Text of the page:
Citation: Gege Wen, Catherine Hay, Sally M. Benson, CCSNet: a deep learning modeling suite for CO2 storage, Advances in Water Resources, Volume 155, 1040090, 2021, doi:

Brad Page

Energy Seminar: Why CCS Matters in a Net Zero Emissions World

Speaker bio

Brad joined the Global CCS Institute as CEO in August 2011, bringing extensive knowledge and experience on Australian and international energy and climate policy issues.

Prior to the Institute, Brad spent almost eight years as CEO of the Energy Supply Association of Australia, steering the organisation through a period of significant transformation while representing members on a wide range of energy market and climate change policy issues. During much of this time he chaired the Commonwealth Scientific and Industrial Research Organisation’s (CSIRO) Energy and Transport Sector Advisory Council.

Brad’s earlier career was in the Australian Public Service, working across a range of portfolios culminating in direct involvement at the senior executive level with the development, implementation and subsequent review and improvement of Australia's national electricity and domestic natural gas markets.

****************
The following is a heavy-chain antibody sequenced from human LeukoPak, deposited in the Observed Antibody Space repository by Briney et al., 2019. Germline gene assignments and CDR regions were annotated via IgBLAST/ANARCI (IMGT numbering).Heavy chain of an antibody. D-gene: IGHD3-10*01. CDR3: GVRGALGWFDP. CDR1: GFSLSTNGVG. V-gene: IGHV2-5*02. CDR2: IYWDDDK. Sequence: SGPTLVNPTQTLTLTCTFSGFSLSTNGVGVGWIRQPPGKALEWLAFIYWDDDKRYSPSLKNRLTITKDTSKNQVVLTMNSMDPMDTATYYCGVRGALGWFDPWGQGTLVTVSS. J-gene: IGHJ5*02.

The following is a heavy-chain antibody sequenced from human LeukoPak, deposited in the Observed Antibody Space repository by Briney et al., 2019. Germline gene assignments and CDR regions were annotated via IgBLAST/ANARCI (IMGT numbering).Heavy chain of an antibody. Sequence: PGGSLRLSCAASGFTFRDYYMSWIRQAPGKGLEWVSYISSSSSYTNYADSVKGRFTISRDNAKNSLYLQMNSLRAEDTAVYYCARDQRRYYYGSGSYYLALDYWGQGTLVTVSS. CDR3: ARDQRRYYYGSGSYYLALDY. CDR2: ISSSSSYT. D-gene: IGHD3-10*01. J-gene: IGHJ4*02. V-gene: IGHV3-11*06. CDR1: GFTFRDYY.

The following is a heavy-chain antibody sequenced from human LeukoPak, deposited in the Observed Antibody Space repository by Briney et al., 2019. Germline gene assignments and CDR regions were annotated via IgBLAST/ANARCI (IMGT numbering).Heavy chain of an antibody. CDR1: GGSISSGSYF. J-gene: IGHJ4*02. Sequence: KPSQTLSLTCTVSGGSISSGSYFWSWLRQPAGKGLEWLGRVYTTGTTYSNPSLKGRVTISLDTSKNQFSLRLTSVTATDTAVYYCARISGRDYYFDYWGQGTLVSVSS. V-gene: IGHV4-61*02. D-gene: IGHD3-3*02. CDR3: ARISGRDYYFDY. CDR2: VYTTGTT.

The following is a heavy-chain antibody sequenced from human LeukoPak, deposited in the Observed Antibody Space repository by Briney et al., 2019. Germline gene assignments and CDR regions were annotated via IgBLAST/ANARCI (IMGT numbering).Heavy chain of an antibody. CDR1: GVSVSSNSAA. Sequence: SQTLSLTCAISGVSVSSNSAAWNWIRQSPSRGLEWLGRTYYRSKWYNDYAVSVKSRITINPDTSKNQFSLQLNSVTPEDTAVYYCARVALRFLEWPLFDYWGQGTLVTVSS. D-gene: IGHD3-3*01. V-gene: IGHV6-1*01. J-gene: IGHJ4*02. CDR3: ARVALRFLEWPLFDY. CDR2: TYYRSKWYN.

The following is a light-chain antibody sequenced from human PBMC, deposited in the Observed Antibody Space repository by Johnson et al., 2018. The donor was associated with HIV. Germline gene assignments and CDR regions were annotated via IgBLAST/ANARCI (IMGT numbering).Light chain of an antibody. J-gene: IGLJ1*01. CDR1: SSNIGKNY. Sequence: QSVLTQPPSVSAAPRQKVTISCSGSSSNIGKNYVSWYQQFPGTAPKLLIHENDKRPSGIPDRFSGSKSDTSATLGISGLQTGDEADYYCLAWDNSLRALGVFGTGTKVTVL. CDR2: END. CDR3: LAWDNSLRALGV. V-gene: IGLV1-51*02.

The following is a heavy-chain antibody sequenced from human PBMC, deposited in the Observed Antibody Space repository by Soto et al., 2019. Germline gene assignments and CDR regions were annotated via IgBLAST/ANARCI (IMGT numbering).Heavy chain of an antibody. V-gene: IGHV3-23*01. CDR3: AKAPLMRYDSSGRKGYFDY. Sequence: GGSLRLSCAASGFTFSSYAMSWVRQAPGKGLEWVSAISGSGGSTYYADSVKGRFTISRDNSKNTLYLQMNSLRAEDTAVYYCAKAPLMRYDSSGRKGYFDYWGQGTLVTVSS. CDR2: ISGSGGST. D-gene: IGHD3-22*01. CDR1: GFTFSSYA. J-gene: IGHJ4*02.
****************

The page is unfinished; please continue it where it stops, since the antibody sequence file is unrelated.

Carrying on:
Brad graduated with a BA (Administration) from the University of Canberra and in 2009 studied the economics of climate change at Cambridge University as a British Council Chevening Fellow. In early 2018 Brad was appointed to the UK Government’s CCUS Council and has also recently joined the Special Advisory Group to the Board of the Norwegian CCS Research Centre.

Originally Presented on March 29, 2021

Jérôme Massot, Total R&D (working with Google and Stanford AI Lab)

NPL Adapted to the CCUS Perimeter

Date: February 16th, 2021
Speaker: Jérôme Massot, Total R&D (working with Google and Stanford AI Lab)